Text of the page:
Shifting qualitative approach in condition monitoring of bridge assets towards a quantitative approach

Sagar, A 2015, Shifting qualitative approach in condition monitoring of bridge assets towards a quantitative approach, Doctor of Philosophy (PhD), Civil, Environmental and Chemical Engineering, RMIT University.

Document type: Thesis
Collection: Theses

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Title Shifting qualitative approach in condition monitoring of bridge assets towards a quantitative approach
Author(s) Sagar, A
Year 2015
Abstract Bridges are epitome of civil engineering and social and economic infrastructure. Degradation of bridges is a natural phenomenon and demands timely assessment and maintenance, to be in serviceable condition. In Australia, 60% of aging bridges are believed to be around 60 years old. Aging occurs due to increase in applied loads, surrounding environment, climatic conditions or any natural disaster. In Victoria, a state of Australia, most of aging bridges have experienced three major shifts in applied loads since construction, both in magnitude and configurations. Proposed methodology assesses the effects of these changes on bridge girders, in conjunction with change in material behaviour.

This dissertation also aims to propose a theoretical assessment framework which can be used to support the visual inspection condition data. Visual inspections are performed on regular basis to document the present condition of a bridge asset and considered qualitative, as data is recorded in subjective format. Asset owners use the condition data sets as the primary source of evidence for developing maintenance programs, capital forecasting and identifying the intervention time. This dissertation examines the possibility of theoretically predicting the crack widths, which is regarded as a key measure of degradation, to supplant subjective visual reporting of cracks using theoretical and empirical models. Hypothesis of this research argues and begs the question, as to why the codified and empirical based crack width prediction models, widely used in design practise, cannot be used in condition evaluation and maintenance forecasting over bridge’s life span.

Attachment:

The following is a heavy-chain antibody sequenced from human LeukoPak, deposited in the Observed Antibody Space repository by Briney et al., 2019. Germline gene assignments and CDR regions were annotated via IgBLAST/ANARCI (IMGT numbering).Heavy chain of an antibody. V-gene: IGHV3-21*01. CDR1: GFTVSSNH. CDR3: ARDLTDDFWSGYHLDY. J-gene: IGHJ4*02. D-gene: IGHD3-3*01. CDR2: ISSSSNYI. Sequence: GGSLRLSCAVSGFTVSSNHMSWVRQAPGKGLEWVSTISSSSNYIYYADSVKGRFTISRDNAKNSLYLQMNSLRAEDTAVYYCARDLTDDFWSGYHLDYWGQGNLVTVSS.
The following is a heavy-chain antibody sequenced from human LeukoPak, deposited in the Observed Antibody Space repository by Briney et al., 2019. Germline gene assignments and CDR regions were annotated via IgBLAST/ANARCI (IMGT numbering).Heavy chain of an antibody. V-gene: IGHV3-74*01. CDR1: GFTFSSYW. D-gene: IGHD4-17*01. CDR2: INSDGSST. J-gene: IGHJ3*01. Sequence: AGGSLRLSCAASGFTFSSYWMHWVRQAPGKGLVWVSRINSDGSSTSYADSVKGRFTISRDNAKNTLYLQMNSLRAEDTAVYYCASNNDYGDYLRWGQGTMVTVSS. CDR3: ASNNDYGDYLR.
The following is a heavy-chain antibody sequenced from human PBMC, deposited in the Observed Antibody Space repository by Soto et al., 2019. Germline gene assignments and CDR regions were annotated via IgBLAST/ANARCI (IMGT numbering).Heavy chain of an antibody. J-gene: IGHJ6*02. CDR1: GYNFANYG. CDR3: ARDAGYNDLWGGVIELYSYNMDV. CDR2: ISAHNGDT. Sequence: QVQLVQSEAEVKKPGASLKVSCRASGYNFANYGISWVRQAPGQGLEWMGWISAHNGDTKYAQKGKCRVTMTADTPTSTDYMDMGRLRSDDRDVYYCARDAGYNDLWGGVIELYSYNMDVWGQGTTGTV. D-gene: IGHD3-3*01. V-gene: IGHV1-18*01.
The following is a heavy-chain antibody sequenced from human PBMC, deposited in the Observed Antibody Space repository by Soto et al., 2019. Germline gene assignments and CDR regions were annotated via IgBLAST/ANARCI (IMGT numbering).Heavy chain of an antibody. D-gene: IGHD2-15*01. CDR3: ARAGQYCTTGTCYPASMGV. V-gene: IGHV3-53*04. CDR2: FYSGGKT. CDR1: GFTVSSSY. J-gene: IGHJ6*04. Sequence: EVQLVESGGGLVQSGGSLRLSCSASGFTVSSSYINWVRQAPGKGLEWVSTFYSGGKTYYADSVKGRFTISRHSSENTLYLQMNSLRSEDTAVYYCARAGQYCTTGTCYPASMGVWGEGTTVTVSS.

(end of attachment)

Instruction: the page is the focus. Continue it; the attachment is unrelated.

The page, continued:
To further strengthen the proposed assessment method, reliability of theoretically established crack widths is instituted using reliability theory. Application of the proposed methodology is verified by assessing four R/C bridges, designed in early 1960s and currently in service.

As an original contribution to the body of knowledge, this dissertation provides an assessment framework for asset owners, which can be implemented for informed decision making and proactive measures. Dissertation also addresses the needs of regional bridge asset management owners who may not have access to structural health monitoring systems. In essence, an asset owner can supplant the qualitative outcomes of visual condition monitoring with statistically treated theoretical outcomes, supplementing each other in providing scientifically justifiable informed decision environment.
Degree Doctor of Philosophy (PhD)
Institution RMIT University
School, Department or Centre Civil, Environmental and Chemical Engineering
Subjects Infrastructure Engineering and Asset Management
Structural Engineering
Transport Engineering
Keyword(s) Condition monitoring
Bridge asset management
Visual inspection
Condition rating
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Created: Wed, 19 Oct 2016, 11:19:54 EST by Keely Chapman
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